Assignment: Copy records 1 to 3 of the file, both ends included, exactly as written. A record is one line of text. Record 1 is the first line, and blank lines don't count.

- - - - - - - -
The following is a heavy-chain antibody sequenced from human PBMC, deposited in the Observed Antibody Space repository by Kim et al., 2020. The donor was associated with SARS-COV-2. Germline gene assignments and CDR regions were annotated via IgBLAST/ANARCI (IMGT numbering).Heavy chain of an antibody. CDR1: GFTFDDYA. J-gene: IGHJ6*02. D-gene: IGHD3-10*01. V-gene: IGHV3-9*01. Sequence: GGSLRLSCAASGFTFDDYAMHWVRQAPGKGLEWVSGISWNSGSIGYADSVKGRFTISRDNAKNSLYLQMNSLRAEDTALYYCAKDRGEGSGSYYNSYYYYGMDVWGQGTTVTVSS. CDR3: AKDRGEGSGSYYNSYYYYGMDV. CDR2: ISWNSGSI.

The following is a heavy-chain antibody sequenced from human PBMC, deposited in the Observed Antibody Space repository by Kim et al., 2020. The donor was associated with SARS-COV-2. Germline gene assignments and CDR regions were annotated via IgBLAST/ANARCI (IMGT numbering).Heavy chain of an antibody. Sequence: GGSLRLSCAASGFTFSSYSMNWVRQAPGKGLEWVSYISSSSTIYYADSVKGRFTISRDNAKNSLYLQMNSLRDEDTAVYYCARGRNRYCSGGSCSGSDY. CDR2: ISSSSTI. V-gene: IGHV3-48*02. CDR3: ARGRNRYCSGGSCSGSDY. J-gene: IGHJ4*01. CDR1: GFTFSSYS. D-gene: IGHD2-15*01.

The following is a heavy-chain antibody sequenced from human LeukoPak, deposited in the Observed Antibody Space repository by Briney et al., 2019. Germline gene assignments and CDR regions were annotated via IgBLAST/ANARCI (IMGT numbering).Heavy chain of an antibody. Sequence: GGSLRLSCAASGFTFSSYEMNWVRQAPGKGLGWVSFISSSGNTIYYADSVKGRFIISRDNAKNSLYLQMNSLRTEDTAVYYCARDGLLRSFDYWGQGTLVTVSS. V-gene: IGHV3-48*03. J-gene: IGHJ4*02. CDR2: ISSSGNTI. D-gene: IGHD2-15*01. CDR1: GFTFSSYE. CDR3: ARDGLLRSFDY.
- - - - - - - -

The following is a heavy-chain antibody sequenced from human PBMC, deposited in the Observed Antibody Space repository by Kim et al., 2020. The donor was associated with SARS-COV-2. Germline gene assignments and CDR regions were annotated via IgBLAST/ANARCI (IMGT numbering).Heavy chain of an antibody. CDR1: GFTFDDYA. J-gene: IGHJ6*02. D-gene: IGHD3-10*01. V-gene: IGHV3-9*01. Sequence: GGSLRLSCAASGFTFDDYAMHWVRQAPGKGLEWVSGISWNSGSIGYADSVKGRFTISRDNAKNSLYLQMNSLRAEDTALYYCAKDRGEGSGSYYNSYYYYGMDVWGQGTTVTVSS. CDR3: AKDRGEGSGSYYNSYYYYGMDV. CDR2: ISWNSGSI.

The following is a heavy-chain antibody sequenced from human PBMC, deposited in the Observed Antibody Space repository by Kim et al., 2020. The donor was associated with SARS-COV-2. Germline gene assignments and CDR regions were annotated via IgBLAST/ANARCI (IMGT numbering).Heavy chain of an antibody. Sequence: GGSLRLSCAASGFTFSSYSMNWVRQAPGKGLEWVSYISSSSTIYYADSVKGRFTISRDNAKNSLYLQMNSLRDEDTAVYYCARGRNRYCSGGSCSGSDY. CDR2: ISSSSTI. V-gene: IGHV3-48*02. CDR3: ARGRNRYCSGGSCSGSDY. J-gene: IGHJ4*01. CDR1: GFTFSSYS. D-gene: IGHD2-15*01.

The following is a heavy-chain antibody sequenced from human LeukoPak, deposited in the Observed Antibody Space repository by Briney et al., 2019. Germline gene assignments and CDR regions were annotated via IgBLAST/ANARCI (IMGT numbering).Heavy chain of an antibody. Sequence: GGSLRLSCAASGFTFSSYEMNWVRQAPGKGLGWVSFISSSGNTIYYADSVKGRFIISRDNAKNSLYLQMNSLRTEDTAVYYCARDGLLRSFDYWGQGTLVTVSS. V-gene: IGHV3-48*03. J-gene: IGHJ4*02. CDR2: ISSSGNTI. D-gene: IGHD2-15*01. CDR1: GFTFSSYE. CDR3: ARDGLLRSFDY.